Grand Larceny From the Person
When a theft in New York is perpetrated by stealing property from the person of another, a/k/a pickpocketing, regardless of the value of that property, the theft is a felony crime every time. Pursuant to New York Penal Law 155.30(5), the "Pickpocket Statute," you are guilty of Grand Larceny in the Fourth Degree when you steal property from somebody else and that property, again, regardless of what it is or its value, is taken from their person – pocket, hand, etc. A class "E" felony, this offense is punishable by up to four years in state prison whether it is a wallet with $100 in Westchester County or a purse with multiple credit cards in Manhattan. While a first-time offender convicted for any theory of Grand Larceny in the Fourth Degree does not face mandatory incarceration, even if there is often different treatment of this crime depending on the county where the case is prosecuted, it is of critical import that you discuss with your criminal defense lawyer the consequences of any felony conviction, the permanency of such a criminal conviction and the collateral consequences even if your sentence involves not time in jail, but a fine, community service or probation.
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It is extremely important to note that you do not have to use any force, threaten violence or even take the property from another's grasp for a judge or jury to find your guilty of Grand Larceny in the Fourth Degree pursuant to NY PL 155.30(5). In fact, legal decisions addressing section 155.30(5) of the New York Penal Law have been very favorable for complainants, not the accused, in this regard irrespective of whether an arrest is in one of NYC’s boroughs or a neighboring municipality in the Hudson Valley. For example, Grand Larceny from the person is likely committed where a person is sitting on a strap of a purse and a defendant steals that purse by gently sliding the strap away from underneath the owner. In other words, you may be charged with this crime of Grand Larceny in the Fourth Degree as long as there was some contact to another's person even if he or she was not aware that you were stealing the property at the time it was stolen.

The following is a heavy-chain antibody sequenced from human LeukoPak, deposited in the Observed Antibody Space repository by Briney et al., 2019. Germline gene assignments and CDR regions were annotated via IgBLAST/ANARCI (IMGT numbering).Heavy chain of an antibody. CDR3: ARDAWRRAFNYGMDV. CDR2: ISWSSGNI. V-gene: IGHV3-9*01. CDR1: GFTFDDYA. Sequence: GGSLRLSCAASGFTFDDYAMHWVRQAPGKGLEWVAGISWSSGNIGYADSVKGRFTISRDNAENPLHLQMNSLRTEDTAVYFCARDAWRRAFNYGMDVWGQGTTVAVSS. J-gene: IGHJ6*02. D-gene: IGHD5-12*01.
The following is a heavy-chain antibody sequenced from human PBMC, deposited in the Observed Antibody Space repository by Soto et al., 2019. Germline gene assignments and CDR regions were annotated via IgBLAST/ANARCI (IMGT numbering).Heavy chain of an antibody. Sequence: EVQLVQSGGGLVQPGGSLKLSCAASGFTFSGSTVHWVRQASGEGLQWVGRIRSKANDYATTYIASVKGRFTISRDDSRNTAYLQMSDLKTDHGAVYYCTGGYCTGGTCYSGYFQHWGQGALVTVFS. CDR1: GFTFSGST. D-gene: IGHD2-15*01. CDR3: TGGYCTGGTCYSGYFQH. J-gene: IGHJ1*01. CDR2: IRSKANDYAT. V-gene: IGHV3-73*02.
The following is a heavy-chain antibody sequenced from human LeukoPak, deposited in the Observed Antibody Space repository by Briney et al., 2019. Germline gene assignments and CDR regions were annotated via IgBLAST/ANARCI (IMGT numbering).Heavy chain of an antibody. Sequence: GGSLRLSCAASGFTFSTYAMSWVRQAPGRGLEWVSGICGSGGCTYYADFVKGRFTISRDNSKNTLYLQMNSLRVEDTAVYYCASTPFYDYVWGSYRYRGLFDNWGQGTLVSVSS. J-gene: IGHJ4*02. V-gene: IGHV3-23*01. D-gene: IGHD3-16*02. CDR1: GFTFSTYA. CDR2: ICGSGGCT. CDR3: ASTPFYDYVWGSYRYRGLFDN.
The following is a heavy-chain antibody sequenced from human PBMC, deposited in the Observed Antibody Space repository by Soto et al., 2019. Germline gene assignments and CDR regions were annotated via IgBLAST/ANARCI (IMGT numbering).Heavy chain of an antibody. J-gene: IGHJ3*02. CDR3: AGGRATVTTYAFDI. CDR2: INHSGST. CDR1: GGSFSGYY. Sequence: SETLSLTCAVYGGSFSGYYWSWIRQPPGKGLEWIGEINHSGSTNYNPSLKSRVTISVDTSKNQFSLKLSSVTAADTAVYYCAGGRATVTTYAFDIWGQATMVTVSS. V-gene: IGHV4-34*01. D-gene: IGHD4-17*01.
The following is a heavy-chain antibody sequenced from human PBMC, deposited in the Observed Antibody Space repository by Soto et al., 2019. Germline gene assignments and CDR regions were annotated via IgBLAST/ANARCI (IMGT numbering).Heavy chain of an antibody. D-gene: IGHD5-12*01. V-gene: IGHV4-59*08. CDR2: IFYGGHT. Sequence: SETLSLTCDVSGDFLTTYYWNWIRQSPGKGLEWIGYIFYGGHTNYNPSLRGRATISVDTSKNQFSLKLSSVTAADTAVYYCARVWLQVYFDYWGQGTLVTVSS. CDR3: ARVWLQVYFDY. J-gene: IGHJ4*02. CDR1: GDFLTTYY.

What differentiates Third Degree Robbery, New York Penal Law 160.05, from Grand Larceny from the Person, is not merely the fact that the former offense is a class “D” felony. What should be overwhelming clear is that the pertinent element that elevates the crime is the use of force, or the threatened use of force, to take or retain the property. This could be as simple as a threat of physical violence, the swing of a fist, or even knocking the other party to the ground. In the event your alleged conduct straddles the line between these two sets of crimes, your criminal defense lawyer must examine the evidence and allegations to best prevent the prosecution from pursuing a potentially violent crime that will increase your criminal exposure significantly to Third, Second or even First Degree Robbery.
Don’t be foolish and maintain a cavalier attitude about a felony arrest involving Grand Larceny or accept the reality that your future will be one of great regret. To review additional information on Grand Larceny in the Fourth Degree pursuant to New York Penal Law section 155.30(5), as well as other degrees and types of Grand Larceny, please review the Theft Offense section of our blog, the Grand Larceny section of this website, and Saland Law’s other website dedicated to all theft and larceny offenses, NewYorkTheftAndLarcenyLawyers.Com.
When there is no substitute for experience, knowledge and advocacy, contact the New York criminal defense attorneys and former New York County Assistant District Attorneys to protect you today and implement your best defense to keep your future intact tomorrow.
Call the Grand Larceny criminal lawyers and former NYC prosecutors at (212) 312-7129 or contact us online today.